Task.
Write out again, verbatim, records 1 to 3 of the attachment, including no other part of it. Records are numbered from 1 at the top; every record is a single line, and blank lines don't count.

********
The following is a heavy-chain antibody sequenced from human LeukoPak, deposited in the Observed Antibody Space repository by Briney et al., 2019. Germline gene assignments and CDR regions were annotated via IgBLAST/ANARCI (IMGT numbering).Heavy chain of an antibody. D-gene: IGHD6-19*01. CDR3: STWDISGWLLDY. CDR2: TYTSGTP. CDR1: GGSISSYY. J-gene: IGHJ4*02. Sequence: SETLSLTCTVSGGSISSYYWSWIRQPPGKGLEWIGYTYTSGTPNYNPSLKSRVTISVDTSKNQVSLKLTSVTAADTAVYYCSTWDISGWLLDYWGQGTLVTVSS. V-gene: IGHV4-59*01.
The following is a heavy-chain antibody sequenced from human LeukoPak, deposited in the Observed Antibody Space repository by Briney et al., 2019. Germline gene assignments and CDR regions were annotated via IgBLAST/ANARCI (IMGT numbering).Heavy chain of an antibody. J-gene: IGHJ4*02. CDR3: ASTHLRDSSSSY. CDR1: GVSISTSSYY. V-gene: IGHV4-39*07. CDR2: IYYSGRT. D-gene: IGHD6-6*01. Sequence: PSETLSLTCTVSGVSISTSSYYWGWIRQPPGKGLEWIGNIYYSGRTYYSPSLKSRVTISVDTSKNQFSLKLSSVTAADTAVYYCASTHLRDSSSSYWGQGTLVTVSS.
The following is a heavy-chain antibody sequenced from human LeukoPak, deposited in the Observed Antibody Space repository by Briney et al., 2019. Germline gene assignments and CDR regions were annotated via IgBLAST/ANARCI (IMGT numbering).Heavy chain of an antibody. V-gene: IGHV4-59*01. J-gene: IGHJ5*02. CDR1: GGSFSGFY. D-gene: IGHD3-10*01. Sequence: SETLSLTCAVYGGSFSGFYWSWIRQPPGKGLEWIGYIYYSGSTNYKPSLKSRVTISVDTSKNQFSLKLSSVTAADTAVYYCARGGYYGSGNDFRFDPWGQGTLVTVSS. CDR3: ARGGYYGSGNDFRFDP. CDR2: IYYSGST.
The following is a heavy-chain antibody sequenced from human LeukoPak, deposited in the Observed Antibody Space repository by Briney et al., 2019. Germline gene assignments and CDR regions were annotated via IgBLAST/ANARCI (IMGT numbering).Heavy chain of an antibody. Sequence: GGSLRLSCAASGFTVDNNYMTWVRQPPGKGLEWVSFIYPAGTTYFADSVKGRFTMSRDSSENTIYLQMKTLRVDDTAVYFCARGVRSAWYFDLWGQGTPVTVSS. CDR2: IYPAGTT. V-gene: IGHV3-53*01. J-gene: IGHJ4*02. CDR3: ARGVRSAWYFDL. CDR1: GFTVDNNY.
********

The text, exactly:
The following is a heavy-chain antibody sequenced from human LeukoPak, deposited in the Observed Antibody Space repository by Briney et al., 2019. Germline gene assignments and CDR regions were annotated via IgBLAST/ANARCI (IMGT numbering).Heavy chain of an antibody. D-gene: IGHD6-19*01. CDR3: STWDISGWLLDY. CDR2: TYTSGTP. CDR1: GGSISSYY. J-gene: IGHJ4*02. Sequence: SETLSLTCTVSGGSISSYYWSWIRQPPGKGLEWIGYTYTSGTPNYNPSLKSRVTISVDTSKNQVSLKLTSVTAADTAVYYCSTWDISGWLLDYWGQGTLVTVSS. V-gene: IGHV4-59*01.
The following is a heavy-chain antibody sequenced from human LeukoPak, deposited in the Observed Antibody Space repository by Briney et al., 2019. Germline gene assignments and CDR regions were annotated via IgBLAST/ANARCI (IMGT numbering).Heavy chain of an antibody. J-gene: IGHJ4*02. CDR3: ASTHLRDSSSSY. CDR1: GVSISTSSYY. V-gene: IGHV4-39*07. CDR2: IYYSGRT. D-gene: IGHD6-6*01. Sequence: PSETLSLTCTVSGVSISTSSYYWGWIRQPPGKGLEWIGNIYYSGRTYYSPSLKSRVTISVDTSKNQFSLKLSSVTAADTAVYYCASTHLRDSSSSYWGQGTLVTVSS.
The following is a heavy-chain antibody sequenced from human LeukoPak, deposited in the Observed Antibody Space repository by Briney et al., 2019. Germline gene assignments and CDR regions were annotated via IgBLAST/ANARCI (IMGT numbering).Heavy chain of an antibody. V-gene: IGHV4-59*01. J-gene: IGHJ5*02. CDR1: GGSFSGFY. D-gene: IGHD3-10*01. Sequence: SETLSLTCAVYGGSFSGFYWSWIRQPPGKGLEWIGYIYYSGSTNYKPSLKSRVTISVDTSKNQFSLKLSSVTAADTAVYYCARGGYYGSGNDFRFDPWGQGTLVTVSS. CDR3: ARGGYYGSGNDFRFDP. CDR2: IYYSGST.